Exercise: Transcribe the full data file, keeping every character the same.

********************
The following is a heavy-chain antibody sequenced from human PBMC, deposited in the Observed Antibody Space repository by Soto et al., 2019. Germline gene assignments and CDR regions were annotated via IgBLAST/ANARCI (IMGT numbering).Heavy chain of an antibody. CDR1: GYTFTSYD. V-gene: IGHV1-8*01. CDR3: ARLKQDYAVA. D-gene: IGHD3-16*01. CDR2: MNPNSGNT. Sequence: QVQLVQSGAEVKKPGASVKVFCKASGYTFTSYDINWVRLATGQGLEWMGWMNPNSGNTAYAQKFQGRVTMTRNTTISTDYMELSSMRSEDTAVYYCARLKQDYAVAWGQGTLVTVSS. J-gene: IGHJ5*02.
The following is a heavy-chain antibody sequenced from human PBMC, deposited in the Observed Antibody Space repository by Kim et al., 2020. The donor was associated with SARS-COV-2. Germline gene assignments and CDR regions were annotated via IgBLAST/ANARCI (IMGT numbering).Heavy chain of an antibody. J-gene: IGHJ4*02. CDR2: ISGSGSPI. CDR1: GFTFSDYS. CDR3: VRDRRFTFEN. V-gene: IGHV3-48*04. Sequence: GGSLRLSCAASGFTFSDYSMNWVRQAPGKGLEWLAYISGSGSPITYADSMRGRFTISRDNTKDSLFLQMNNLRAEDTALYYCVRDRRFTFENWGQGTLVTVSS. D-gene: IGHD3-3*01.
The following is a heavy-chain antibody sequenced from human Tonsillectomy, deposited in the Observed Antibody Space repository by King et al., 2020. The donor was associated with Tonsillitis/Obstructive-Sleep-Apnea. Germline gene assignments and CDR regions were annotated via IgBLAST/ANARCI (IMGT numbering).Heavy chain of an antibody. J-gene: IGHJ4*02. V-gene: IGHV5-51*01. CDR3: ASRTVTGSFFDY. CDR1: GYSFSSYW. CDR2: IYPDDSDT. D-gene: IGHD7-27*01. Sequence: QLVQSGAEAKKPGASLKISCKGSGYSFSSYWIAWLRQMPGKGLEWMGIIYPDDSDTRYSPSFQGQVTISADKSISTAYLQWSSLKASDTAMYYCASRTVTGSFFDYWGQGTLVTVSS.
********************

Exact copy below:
The following is a heavy-chain antibody sequenced from human PBMC, deposited in the Observed Antibody Space repository by Soto et al., 2019. Germline gene assignments and CDR regions were annotated via IgBLAST/ANARCI (IMGT numbering).Heavy chain of an antibody. CDR1: GYTFTSYD. V-gene: IGHV1-8*01. CDR3: ARLKQDYAVA. D-gene: IGHD3-16*01. CDR2: MNPNSGNT. Sequence: QVQLVQSGAEVKKPGASVKVFCKASGYTFTSYDINWVRLATGQGLEWMGWMNPNSGNTAYAQKFQGRVTMTRNTTISTDYMELSSMRSEDTAVYYCARLKQDYAVAWGQGTLVTVSS. J-gene: IGHJ5*02.
The following is a heavy-chain antibody sequenced from human PBMC, deposited in the Observed Antibody Space repository by Kim et al., 2020. The donor was associated with SARS-COV-2. Germline gene assignments and CDR regions were annotated via IgBLAST/ANARCI (IMGT numbering).Heavy chain of an antibody. J-gene: IGHJ4*02. CDR2: ISGSGSPI. CDR1: GFTFSDYS. CDR3: VRDRRFTFEN. V-gene: IGHV3-48*04. Sequence: GGSLRLSCAASGFTFSDYSMNWVRQAPGKGLEWLAYISGSGSPITYADSMRGRFTISRDNTKDSLFLQMNNLRAEDTALYYCVRDRRFTFENWGQGTLVTVSS. D-gene: IGHD3-3*01.
The following is a heavy-chain antibody sequenced from human Tonsillectomy, deposited in the Observed Antibody Space repository by King et al., 2020. The donor was associated with Tonsillitis/Obstructive-Sleep-Apnea. Germline gene assignments and CDR regions were annotated via IgBLAST/ANARCI (IMGT numbering).Heavy chain of an antibody. J-gene: IGHJ4*02. V-gene: IGHV5-51*01. CDR3: ASRTVTGSFFDY. CDR1: GYSFSSYW. CDR2: IYPDDSDT. D-gene: IGHD7-27*01. Sequence: QLVQSGAEAKKPGASLKISCKGSGYSFSSYWIAWLRQMPGKGLEWMGIIYPDDSDTRYSPSFQGQVTISADKSISTAYLQWSSLKASDTAMYYCASRTVTGSFFDYWGQGTLVTVSS.